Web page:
For this comparison, an in vitro model of thienopyridine sensitive platelet function inhibition was utilized. Whole blood samples spiked with ticagrelor at doses equivalent to prescribed drug regimens, were tested for platelet function inhibition using three commercially available platelet function devices. The results presented here demonstrate that the TEG®6s and Multiplate® devices have consistent, interchangeable results. In contrast, high variability was seen between results from the TEG®6s and Multiplate® devices with the VerifyNow® device, meaning these results could not be correlated using a linear model. The TEG®6s analyzer was shown to have the highest degree of repeatability with the lowest level of disagreement between duplicate measurements. Multiplate® had the highest average variance between repeat measurements, and VerifyNow® had the lowest level of repeatability under device normalized conditions.
This is the first study comparing TEG®6s, Multiplate® and VerifyNow® under standardized conditions and at device normalized drug concentrations. By normalizing the study conditions to the device, we have been able to perform a clinically relevant comparison between devices despite the varying scales and movement patterns. VerifyNow® was found to have the narrowest window between EC10 and EC90 (191 ng/mL and 1100 ng/mL), which is equivalent to a 60 mg ticagrelor pill (EC10) and close to the normal maximum blood concentration for 180 mg ticagrelor (a dose of two 90 mg pills) (EC90). Furthermore, we have shown that the VerifyNow® device had a high coefficient of variation (> 20%), particularly in the important drug ranges of EC50 and EC90. A potential benefit of this narrowest window performance to ticagrelor is a lower influence of measurement timing relative to when the last ticagrelor dose was taken. This also would suggest that TEG®6s and Multiplate® may be more sensitive to the peak and trough effects observed with pharmacodynamic measurements in the setting of ticagrelor use. Several studies using the VerifyNow® device to guide therapy in clinical settings have shown no significant improvement in patient outcomes [29,30,31]. This may be due to study design; additionally, it has previously been reported that VerifyNow® may overestimate the therapeutic response to clopidogrel in some individuals, potentially due to the utilization of PGE1 in addition to ADP . This is in line with the results of our study, where low interchangeability of VerifyNow® results were seen with TEG®6s and Multiplate® results, and is further confirmed by a previous study noting poor agreement between VerifyNow® and Multiplate® .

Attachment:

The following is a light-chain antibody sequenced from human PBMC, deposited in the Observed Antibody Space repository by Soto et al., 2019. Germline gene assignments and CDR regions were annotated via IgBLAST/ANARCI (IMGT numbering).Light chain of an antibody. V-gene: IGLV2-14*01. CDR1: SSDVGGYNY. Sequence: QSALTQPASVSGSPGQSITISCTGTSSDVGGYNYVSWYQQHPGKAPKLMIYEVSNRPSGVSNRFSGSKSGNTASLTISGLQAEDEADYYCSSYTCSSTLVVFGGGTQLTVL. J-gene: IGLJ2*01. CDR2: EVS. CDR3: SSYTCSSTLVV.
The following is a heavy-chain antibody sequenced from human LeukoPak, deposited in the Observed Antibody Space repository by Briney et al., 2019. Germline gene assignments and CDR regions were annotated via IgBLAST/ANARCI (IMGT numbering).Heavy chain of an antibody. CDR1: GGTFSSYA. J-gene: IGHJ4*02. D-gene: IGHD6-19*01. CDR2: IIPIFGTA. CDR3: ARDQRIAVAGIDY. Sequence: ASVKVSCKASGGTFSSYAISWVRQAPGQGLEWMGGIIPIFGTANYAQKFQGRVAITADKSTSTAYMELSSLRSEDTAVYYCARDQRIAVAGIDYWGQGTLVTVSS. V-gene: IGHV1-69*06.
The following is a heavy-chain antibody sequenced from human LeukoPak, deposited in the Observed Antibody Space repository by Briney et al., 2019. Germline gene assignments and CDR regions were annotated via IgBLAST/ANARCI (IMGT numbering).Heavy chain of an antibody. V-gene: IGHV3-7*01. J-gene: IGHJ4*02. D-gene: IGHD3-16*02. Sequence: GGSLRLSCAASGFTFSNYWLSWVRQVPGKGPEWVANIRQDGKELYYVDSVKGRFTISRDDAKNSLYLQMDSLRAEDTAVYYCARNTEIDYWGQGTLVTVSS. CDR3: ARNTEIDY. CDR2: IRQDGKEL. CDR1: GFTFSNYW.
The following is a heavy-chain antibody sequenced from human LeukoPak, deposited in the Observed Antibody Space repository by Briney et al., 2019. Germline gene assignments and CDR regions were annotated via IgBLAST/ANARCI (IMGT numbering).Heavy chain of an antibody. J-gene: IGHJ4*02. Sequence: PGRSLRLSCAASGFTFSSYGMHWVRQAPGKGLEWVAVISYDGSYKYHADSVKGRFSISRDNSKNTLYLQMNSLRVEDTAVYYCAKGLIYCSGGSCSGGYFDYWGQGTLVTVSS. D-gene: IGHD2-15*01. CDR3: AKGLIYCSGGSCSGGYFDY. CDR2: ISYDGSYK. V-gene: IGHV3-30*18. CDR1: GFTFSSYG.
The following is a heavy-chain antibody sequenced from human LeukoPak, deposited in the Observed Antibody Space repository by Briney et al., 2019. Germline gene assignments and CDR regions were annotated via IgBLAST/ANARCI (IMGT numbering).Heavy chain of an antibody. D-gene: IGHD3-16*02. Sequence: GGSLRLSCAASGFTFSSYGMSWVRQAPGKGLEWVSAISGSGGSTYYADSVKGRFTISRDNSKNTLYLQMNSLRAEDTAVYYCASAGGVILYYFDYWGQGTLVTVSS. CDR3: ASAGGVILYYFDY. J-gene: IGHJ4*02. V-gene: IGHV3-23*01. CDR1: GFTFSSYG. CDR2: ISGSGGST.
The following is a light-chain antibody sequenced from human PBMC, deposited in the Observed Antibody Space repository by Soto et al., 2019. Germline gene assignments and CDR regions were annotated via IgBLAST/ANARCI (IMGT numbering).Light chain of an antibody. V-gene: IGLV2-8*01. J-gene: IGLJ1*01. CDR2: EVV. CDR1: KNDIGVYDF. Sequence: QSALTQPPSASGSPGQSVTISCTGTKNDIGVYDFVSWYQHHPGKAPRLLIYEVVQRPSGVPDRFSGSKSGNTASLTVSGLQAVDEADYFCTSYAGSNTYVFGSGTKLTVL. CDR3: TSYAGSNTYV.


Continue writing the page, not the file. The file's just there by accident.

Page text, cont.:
The ability of TEG® PlateletMapping® to identify statistically significant platelet inhibition following antiplatelet therapy has previously been described . Overestimation of platelet aggregation inhibition by ASA has been reported for VerifyNow® and Multiplate® . However, in our study, there was no interference from ASA on ADP-induced platelet aggregation at routine prescribed doses for DAPT; this is in line with other studies using multiple electrode aggregometry to evaluate dual platelet inhibition .
Several studies have found that the platelet function analyzers assessed here can give variable results when defined cut-off values are used to predict clinical outcomes [37, 38]. Published cut-off data for TEG®6s and Multiplate® were found to be interchangeable during this study, but the cut-off values for VerifyNow® were not. The proposed cutoff values described in this study were selected from measurements in sufficiently large patient populations, meaning that inter-patient variability and test variability are already present and accounted for in the cut-off selection analysis. Contrary to the results described here, a study comparing TEG® with multiple electrode impedance aggregometry reported that while the TEG® PlateletMapping® assay was predictive of bleeding, Multiplate®-ADP had a limited ability to predict transfusion requirements in cardiovascular surgery . This disagreement with our results could potentially be explained by differences in the coefficient of variation between these two devices. Indeed, when we conducted the assessment using device-scaled conditions, Multiplate® displayed the highest coefficient of variability. Despite the collaborative analysis attempt towards clinical validation of cut-off points for platelet function testing in a large sample of patients undergoing PCI , our results clearly identify the need to develop standardized cut-off values for these platelet function analyzers in order to find the optimal range of platelet reactivity discriminating bleeding and ischemia with the lowest rates of adverse events as proposed by the consensus document .